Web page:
Mid-IR Observations and Modeling of Astrophysical Dust
AGB Circumstellar Envelopes and ICM Dust

Thesis submitted for the degree of "Doctor Philosophiae"

Candidate: Massimo Marengo
Supervisors: Professor D.W. Sciama and Dr. G.G. Fazio
Co-Supervisor: Professor J.C. Miller

International School for Advanced Studies (SISSA/ISAS)
Harvard-Smithsonian Center for Astrophysics

June 2000


Astrophysical dust plays a major role in stellar formation and evolution, and in the chemical enrichment of the Galaxy. However, the processes which lead to its formation in the circumstellar environment of evolved stars, and describe its interactions with the Interstellar Medium, are largely unknown. Mid-IR observations, combined with radiative transfer modeling aimed to derive the dust physical parameters from its thermal emission, are our best tool to investigate the physics of dust in many astrophysical contexts.

In this thesis, I first analyze the current status of mid-IR observations of circumstellar envelopes around Asymptotic Giant Branch (AGB) stars. I then propose a new set of tools, based on the photometric system available in mid-IR imaging cameras, aimed to derive the chemical and evolutionary status of the envelopes from their mid-IR colors. A large sample of sources, observed in the IR and radio, is used to test the effectiveness of the proposed tools, and to derive the correlations between mid-IR colors and mass loss rates in the AGB.

Next, I explore the connections between the pulsational characteristics of Long Period Variables of Mira, Semiregular and Irregular type, with the temporal modulation of their mass loss rates. The mid-IR emission of a large sample of AGB variables is studied, with the aid of spherically symmetric radiative transfer models of circumstellar dust in local thermodynamical equilibrium. This technique allows to analyze the thermal structure of the envelopes, and the timescales of their dust production. A deficiency of hot dust in the majority of Semiregular variables is found, suggesting the frequent occurrence of circumstellar dust shell detachment in these sources, and a different efficiency of the mass loss processes between the Mira and the Semiregular class.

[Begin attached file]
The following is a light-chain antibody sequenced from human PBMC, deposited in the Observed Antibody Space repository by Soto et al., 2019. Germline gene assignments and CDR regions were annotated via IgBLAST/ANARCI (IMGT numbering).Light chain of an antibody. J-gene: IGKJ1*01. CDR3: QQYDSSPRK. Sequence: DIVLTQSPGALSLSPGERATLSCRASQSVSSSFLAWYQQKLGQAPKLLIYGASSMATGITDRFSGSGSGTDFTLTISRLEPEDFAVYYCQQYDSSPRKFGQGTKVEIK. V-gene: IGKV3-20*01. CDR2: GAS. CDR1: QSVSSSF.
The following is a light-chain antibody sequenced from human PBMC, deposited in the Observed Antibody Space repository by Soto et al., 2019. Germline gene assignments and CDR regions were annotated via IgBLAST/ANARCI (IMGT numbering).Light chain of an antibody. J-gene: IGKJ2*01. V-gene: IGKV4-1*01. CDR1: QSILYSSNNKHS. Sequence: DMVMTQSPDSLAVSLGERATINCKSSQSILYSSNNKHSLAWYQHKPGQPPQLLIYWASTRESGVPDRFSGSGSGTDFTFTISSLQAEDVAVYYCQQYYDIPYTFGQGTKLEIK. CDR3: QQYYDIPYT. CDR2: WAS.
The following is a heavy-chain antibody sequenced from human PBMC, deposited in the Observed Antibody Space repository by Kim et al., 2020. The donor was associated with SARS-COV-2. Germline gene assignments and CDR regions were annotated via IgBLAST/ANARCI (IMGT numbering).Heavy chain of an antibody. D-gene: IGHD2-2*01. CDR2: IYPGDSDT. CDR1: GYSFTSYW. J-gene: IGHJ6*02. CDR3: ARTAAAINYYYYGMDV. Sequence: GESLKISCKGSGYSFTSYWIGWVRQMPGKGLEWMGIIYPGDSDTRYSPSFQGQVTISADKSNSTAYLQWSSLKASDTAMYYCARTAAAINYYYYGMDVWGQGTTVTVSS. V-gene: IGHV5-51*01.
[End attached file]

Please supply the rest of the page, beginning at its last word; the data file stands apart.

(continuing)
I then study a sample of 46 AGB and post-AGB sources, by analyzing the images I have collected with several mid-IR cameras. The photometry of the envelopes is used to determine their chemical and evolutionary status. The spatial distribution of the dust and the envelope symmetry is measured from the collected data. These observations show how sub-arcsecond resolution can be obtained with ground-based mid-IR imaging, by using a special technique here described.

MIRAC images of the Young Stellar Object AFGL 2591 at 11.7, 12.5 and 18.0 micron are also presented. I discuss the discovery of a previously unknown dust ejection episode, associated to the molecular outflow of the source. By measuring the photometry of the object, the total mass of the ejection (~0.1 Mo) is derived.

Finally, I present a new numerical code, able to compute the stochastic temperature distribution of dust surviving in a hot astrophysical plasma. Applications of this code, which has been parallelized to increase the computational efficiency with multi-processor computer clusters, are discussed. A particular emphasis is given on dust in the intracluster medium of cluster of galaxies, and the consequences of its dust emission on the Sunyaev-Zel'dovich effect.


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(c) Massimo Marengo (2000)

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Contact Info

Massimo Marengo
Department of Physics and Astronomy
Iowa State University
A313E Zaffarano
Ames, IA 50011, USA

Tel +1-515-294-2958
Fax +1-515-294-5441
e-mail: mmarengo@iastate.edu
home page: http://kaze.physics.iastate.edu/mmarengo

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Last update December 30, 2009.
M. Marengo mmarengo@iastate.edu